10. argve

    argve Resident Fruitcake Staff Member

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    found the pic on the web - sorry not me...

    as for my username well that dates back to when I was first trying to get on the net back in the early 90's - signing on with AOL and I typed in just about every combo of my name and everything was taken.... well I was sitting there and finally slammed the keyboard and those string of letters popped up and I hit enter - it took and then I said "now how do I pronounce it" but the good thing is every where I go it's not taken and if it is I just start running through my passwords until it lets me log in....
     
  11. sdbullrider

    sdbullrider Registered User

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    i just replaced the head gasket in my 94, its really that hard, just kind of a bitch if you dont have all the right tools. buy the haynes manual YOU WILL NEED IT.
     
  12. Armo

    Armo Full Access Member

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    Just repalced my head gasket a few months back It started to weep at of the area near the thermastat. Was told its a common area. After the shop rates peoepl were giving me i thought id attempt it myself.

    Aside from keeping the injection system clean the hardest parts for me were unplugging the temp sender from the back driver side of the head removing the fuel filter housing and removing the turbo.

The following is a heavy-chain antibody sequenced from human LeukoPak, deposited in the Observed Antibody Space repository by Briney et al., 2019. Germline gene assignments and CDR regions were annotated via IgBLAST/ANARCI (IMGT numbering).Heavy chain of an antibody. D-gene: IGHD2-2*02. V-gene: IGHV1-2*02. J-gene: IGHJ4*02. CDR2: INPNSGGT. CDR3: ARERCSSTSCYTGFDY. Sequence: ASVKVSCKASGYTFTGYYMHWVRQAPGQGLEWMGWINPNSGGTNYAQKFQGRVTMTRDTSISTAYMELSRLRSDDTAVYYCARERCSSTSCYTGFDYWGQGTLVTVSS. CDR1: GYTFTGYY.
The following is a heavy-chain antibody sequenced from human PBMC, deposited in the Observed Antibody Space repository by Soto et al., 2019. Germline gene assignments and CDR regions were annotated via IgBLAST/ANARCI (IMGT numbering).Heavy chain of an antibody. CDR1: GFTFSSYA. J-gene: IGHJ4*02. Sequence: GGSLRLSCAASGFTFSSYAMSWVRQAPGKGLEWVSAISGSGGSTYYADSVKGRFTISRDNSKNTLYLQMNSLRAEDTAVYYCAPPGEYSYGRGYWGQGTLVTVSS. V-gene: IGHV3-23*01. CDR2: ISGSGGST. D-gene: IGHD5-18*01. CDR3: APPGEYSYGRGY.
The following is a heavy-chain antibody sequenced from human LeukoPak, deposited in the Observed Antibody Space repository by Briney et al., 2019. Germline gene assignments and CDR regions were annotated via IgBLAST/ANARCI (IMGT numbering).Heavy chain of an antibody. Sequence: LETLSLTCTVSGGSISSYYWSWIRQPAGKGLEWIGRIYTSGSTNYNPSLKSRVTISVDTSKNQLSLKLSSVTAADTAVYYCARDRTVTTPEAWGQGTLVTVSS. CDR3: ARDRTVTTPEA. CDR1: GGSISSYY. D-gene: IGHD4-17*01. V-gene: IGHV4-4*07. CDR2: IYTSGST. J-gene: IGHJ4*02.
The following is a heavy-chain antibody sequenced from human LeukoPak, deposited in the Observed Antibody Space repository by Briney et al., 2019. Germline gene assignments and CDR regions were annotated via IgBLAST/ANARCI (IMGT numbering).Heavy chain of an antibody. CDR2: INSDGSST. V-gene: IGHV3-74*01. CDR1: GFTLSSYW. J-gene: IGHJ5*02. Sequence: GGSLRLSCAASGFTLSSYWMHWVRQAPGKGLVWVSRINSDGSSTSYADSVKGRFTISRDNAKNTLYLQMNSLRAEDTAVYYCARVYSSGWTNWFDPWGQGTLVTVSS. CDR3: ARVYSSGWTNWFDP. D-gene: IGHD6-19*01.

dont hold me to the step by step since im going off memory. First thing i did was remove the things that were in my way. Airbox pulls out then remove wiper arms and tape the cowling up and out of the way. (makes access to the plugs in the cowl since u will be pulling up 4 pushrods through the cowl in 2 different push out plugs.) Then start disconnecting wires such as grounds and grid heater making a note where to put them. Disconnect hoses remove the metal heater lines they are thin and easily bent. Disconnect and remove air horn. I then removed the turbo then injection lines (this can be done as one piece if you carefully loosen the mounts first then all connections at the pump and injectors) I found doubled up thick aluminum foil worked great at keeping crap out of the injection pump and lines. Then i removed valve covers rockers and pushrods (dont forget to lable the order you removed them in. I used tin foil with tape worked great as a makeshift bag for the rockers and a piece of wood with holes drilled into it for the numbering of pushrods)After i had removed the over flow line (keep the copper seals from the bypass line they are expensive but reusable, tin foil again worked great to keep it clean) Removed the nuts holding the injectors in place (inspect seals of these they are cheap to replace and keep dirt and moisture from making an injector hard to remove) I took a lug nut from my front wheel cleaned it throughly and made sure the threads were good then screwed it onto my injector and used a pry bar to remove the injectors. (the lug is similar thread size and gives a good surface to pry from if an injector is stuck spray some penetrating oil on it let it set then try to rock it out.) Also its worth getting your injectors checked now. I did so and had 2 bad the rest popping 500 psi to early but still good spray pattern. Remove head bolts attack the engien hoist to the eyelets at front passanger and driver side rear of head and apply light pressure and try to pop it from its seal. Its sort of a slow process to remove it i had to tilt the head toward the back of the motor to clear my hood then level it out to clear the front.